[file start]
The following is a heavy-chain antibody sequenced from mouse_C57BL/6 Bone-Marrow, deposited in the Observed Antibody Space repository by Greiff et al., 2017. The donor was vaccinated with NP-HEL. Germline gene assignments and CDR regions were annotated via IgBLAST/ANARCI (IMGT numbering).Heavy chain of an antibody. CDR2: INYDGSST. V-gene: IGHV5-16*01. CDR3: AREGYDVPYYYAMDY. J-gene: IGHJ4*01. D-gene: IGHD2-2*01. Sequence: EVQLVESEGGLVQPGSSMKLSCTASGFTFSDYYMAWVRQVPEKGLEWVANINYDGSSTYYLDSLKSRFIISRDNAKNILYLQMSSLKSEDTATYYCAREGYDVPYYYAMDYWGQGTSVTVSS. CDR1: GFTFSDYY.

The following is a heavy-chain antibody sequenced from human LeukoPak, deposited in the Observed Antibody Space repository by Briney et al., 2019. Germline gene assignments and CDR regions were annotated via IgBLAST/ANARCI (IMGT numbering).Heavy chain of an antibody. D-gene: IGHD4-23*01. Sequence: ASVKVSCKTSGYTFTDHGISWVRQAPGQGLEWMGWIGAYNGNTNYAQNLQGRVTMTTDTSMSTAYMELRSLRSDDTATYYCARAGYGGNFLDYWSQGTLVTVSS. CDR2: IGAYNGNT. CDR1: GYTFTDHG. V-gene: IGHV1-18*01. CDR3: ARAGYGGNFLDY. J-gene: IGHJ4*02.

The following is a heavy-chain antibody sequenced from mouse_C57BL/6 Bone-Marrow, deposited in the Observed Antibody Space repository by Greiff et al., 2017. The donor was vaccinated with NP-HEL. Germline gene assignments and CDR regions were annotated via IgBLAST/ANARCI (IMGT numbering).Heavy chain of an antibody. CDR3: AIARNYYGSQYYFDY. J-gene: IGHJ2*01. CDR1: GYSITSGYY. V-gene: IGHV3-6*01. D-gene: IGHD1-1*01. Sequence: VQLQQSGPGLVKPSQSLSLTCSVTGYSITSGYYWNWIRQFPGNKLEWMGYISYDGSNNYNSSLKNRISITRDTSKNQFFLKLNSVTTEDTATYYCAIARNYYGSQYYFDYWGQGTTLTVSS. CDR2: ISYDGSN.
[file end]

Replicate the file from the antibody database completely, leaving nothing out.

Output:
The following is a heavy-chain antibody sequenced from mouse_C57BL/6 Bone-Marrow, deposited in the Observed Antibody Space repository by Greiff et al., 2017. The donor was vaccinated with NP-HEL. Germline gene assignments and CDR regions were annotated via IgBLAST/ANARCI (IMGT numbering).Heavy chain of an antibody. CDR2: INYDGSST. V-gene: IGHV5-16*01. CDR3: AREGYDVPYYYAMDY. J-gene: IGHJ4*01. D-gene: IGHD2-2*01. Sequence: EVQLVESEGGLVQPGSSMKLSCTASGFTFSDYYMAWVRQVPEKGLEWVANINYDGSSTYYLDSLKSRFIISRDNAKNILYLQMSSLKSEDTATYYCAREGYDVPYYYAMDYWGQGTSVTVSS. CDR1: GFTFSDYY.

The following is a heavy-chain antibody sequenced from human LeukoPak, deposited in the Observed Antibody Space repository by Briney et al., 2019. Germline gene assignments and CDR regions were annotated via IgBLAST/ANARCI (IMGT numbering).Heavy chain of an antibody. D-gene: IGHD4-23*01. Sequence: ASVKVSCKTSGYTFTDHGISWVRQAPGQGLEWMGWIGAYNGNTNYAQNLQGRVTMTTDTSMSTAYMELRSLRSDDTATYYCARAGYGGNFLDYWSQGTLVTVSS. CDR2: IGAYNGNT. CDR1: GYTFTDHG. V-gene: IGHV1-18*01. CDR3: ARAGYGGNFLDY. J-gene: IGHJ4*02.

The following is a heavy-chain antibody sequenced from mouse_C57BL/6 Bone-Marrow, deposited in the Observed Antibody Space repository by Greiff et al., 2017. The donor was vaccinated with NP-HEL. Germline gene assignments and CDR regions were annotated via IgBLAST/ANARCI (IMGT numbering).Heavy chain of an antibody. CDR3: AIARNYYGSQYYFDY. J-gene: IGHJ2*01. CDR1: GYSITSGYY. V-gene: IGHV3-6*01. D-gene: IGHD1-1*01. Sequence: VQLQQSGPGLVKPSQSLSLTCSVTGYSITSGYYWNWIRQFPGNKLEWMGYISYDGSNNYNSSLKNRISITRDTSKNQFFLKLNSVTTEDTATYYCAIARNYYGSQYYFDYWGQGTTLTVSS. CDR2: ISYDGSN.